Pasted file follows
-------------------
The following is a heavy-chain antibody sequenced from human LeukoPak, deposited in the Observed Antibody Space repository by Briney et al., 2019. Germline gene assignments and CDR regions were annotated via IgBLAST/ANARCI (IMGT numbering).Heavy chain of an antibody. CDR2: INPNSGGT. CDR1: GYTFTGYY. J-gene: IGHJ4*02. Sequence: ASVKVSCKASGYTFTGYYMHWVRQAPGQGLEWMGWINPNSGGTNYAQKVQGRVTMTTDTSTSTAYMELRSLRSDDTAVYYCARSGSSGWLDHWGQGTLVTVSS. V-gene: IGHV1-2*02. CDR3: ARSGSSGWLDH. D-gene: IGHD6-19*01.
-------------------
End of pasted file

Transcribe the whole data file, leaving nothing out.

The following is a heavy-chain antibody sequenced from human LeukoPak, deposited in the Observed Antibody Space repository by Briney et al., 2019. Germline gene assignments and CDR regions were annotated via IgBLAST/ANARCI (IMGT numbering).Heavy chain of an antibody. CDR2: INPNSGGT. CDR1: GYTFTGYY. J-gene: IGHJ4*02. Sequence: ASVKVSCKASGYTFTGYYMHWVRQAPGQGLEWMGWINPNSGGTNYAQKVQGRVTMTTDTSTSTAYMELRSLRSDDTAVYYCARSGSSGWLDHWGQGTLVTVSS. V-gene: IGHV1-2*02. CDR3: ARSGSSGWLDH. D-gene: IGHD6-19*01.